Critics of the bill, who had feared a rushed push to enact it into law, will now have at least two more weeks to pressure senators in their home states and marshal even broader opposition. Yet it would be premature to consider the bill dead. House Republican leaders were also forced to put off a vote on their bill earlier this year only to work out a compromise that allowed it to pass weeks later.
With that recent history in mind, Democrats held off on declaring victory.“It’s not over until it’s over, and it’s not dead until it’s dead,” Senator Chris Van Hollen of Maryland said. “The fact that Senate Republicans have delayed the vote on their health care bill is welcome news, but it means we have to redouble our efforts to fight it over the July 4th holiday and beyond.”
McConnell, too, insisted the legislation remained very much alive. Despite an aggressive push to pass the bill this week, he tried to downplay the delay. “We’re still optimistic we’re going to get there,” he said. “Legislation of this complexity almost always takes longer than anyone else would hope.”
With the bill in doubt, President Trump stepped in to try to play deal-maker. The president invited all 52 Republican senators to the White House for a meeting Tuesday afternoon after initially having little involvement in the Senate’s deliberations. “We’re getting very close,” Trump said at the outset. He was flanked on either side by two of the Senate bill’s biggest skeptics, Senators Susan Collins of Maine and Lisa Murkowski of Alaska. Collins announced her opposition on Monday and expressed doubts that the proposal could be tweaked to win her support, calling instead for Republicans to engage Democrats in bipartisan talks.Trump, who has mused repeatedly about allowing Obamacare to collapse on his own, framed the effort to pass the Senate bill in less than urgent terms. “This will be great if we get it done,” he said. “And if we don’t get it done, it’s just going to be something that we’re not going to like, and that’s okay, and I understand that very well.”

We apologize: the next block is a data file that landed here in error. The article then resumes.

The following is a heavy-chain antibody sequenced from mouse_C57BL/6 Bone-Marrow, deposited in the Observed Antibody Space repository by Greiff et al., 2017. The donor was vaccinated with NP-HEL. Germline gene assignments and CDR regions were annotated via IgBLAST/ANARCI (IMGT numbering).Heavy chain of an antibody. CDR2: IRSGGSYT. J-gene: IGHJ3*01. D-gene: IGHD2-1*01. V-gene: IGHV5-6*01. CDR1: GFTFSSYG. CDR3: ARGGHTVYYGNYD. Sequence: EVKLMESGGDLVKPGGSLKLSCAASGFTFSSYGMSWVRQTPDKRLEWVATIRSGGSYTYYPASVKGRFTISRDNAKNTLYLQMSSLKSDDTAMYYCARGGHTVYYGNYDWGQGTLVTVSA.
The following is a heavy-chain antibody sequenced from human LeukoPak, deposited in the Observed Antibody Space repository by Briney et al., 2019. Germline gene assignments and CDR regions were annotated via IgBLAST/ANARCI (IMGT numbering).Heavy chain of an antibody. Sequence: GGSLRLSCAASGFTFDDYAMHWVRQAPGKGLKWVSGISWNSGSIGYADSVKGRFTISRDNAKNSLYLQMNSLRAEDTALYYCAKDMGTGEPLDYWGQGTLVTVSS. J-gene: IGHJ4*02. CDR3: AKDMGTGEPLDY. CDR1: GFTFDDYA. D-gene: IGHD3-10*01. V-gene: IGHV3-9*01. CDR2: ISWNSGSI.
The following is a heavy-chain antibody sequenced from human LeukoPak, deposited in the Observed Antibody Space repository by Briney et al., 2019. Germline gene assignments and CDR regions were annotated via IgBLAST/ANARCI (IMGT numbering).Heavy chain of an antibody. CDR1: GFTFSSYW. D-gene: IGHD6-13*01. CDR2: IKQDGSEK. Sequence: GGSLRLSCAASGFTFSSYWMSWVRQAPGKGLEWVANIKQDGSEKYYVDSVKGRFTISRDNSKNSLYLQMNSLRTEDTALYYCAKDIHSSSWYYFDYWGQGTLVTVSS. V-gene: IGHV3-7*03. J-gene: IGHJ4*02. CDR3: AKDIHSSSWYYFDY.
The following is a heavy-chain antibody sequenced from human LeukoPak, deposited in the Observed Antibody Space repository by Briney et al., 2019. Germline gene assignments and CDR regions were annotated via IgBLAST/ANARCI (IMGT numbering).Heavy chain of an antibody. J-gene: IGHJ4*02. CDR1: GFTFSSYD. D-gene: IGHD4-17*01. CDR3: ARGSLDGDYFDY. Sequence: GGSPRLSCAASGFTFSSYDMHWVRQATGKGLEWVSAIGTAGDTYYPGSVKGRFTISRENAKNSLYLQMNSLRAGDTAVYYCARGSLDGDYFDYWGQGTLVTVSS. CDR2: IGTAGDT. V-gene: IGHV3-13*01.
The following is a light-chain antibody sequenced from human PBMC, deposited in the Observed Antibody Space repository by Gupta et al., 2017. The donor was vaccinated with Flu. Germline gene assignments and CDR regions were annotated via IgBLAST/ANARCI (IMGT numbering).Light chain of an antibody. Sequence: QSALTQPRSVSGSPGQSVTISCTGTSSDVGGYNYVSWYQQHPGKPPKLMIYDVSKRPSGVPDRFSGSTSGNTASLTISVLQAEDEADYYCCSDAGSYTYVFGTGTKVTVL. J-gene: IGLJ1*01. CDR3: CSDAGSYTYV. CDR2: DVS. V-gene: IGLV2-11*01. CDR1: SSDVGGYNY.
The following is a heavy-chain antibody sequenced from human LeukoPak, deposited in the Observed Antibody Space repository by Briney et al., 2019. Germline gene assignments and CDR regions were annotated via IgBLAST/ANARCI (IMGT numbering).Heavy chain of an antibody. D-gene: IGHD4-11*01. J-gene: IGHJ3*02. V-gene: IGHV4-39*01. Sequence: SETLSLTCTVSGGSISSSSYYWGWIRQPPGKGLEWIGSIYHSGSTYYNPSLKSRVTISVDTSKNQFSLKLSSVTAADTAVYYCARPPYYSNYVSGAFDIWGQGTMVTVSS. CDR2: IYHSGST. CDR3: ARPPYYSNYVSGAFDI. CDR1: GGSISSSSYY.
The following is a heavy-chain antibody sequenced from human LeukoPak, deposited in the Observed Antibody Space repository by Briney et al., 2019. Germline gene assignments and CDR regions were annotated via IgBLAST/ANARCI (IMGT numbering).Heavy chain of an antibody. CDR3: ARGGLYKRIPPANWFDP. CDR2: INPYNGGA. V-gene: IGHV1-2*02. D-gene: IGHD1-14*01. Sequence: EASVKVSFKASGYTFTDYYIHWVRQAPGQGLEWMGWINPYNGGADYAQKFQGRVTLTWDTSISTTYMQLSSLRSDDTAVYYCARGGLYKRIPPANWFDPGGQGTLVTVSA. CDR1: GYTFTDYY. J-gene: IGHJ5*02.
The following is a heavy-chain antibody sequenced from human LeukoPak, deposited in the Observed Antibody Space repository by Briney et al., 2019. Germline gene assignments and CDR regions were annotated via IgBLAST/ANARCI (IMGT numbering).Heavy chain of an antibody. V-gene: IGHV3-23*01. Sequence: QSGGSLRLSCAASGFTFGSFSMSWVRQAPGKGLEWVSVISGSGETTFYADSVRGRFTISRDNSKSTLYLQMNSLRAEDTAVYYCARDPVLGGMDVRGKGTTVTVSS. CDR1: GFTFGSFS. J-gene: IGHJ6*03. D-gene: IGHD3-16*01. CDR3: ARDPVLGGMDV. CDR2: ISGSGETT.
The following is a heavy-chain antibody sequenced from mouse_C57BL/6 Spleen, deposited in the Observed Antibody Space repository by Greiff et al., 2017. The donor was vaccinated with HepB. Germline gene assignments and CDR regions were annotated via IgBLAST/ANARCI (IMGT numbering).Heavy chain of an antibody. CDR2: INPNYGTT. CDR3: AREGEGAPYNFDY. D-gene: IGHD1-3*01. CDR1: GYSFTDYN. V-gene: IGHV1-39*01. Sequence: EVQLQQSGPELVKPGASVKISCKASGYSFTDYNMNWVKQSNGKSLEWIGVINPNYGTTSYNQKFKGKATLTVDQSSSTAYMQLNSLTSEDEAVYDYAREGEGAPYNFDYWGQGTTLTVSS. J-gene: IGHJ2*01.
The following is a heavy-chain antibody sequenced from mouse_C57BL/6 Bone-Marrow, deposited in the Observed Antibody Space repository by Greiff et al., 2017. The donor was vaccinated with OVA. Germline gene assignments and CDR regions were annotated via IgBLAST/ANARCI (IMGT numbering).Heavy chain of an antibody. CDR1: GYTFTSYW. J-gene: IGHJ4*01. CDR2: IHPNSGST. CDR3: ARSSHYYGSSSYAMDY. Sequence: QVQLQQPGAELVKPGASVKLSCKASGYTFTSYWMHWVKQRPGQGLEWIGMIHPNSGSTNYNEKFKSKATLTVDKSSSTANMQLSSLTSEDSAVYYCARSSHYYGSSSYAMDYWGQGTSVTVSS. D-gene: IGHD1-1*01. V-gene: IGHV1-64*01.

The engagement from the president comes amid tensions between Trump’s allies and Senate leaders after a pro-Trump super PAC launched ads attacking Senator Dean Heller over his opposition to the bill. Heller is considered the GOP’s most vulnerable senator up for reelection next year, and The New York Times reported Tuesday that McConnell told Reince Priebus, Trump’s chief of staff, that the move was “beyond stupid.”
McConnell made clear GOP leaders were not yet ready to turn to Democrats in hopes of a bipartisan agreement on fixes to Obamacare. “They’re not interested in participating in this,” he said. After meeting with Trump, however, McConnell acknowledged that if Republicans could not pass a bill on their own, they’d have to work with Democrats to stabilize the individual market. But Republicans, he said, were unlikely to win Democratic backing for the changes to Medicaid and the private market they’ve prioritized.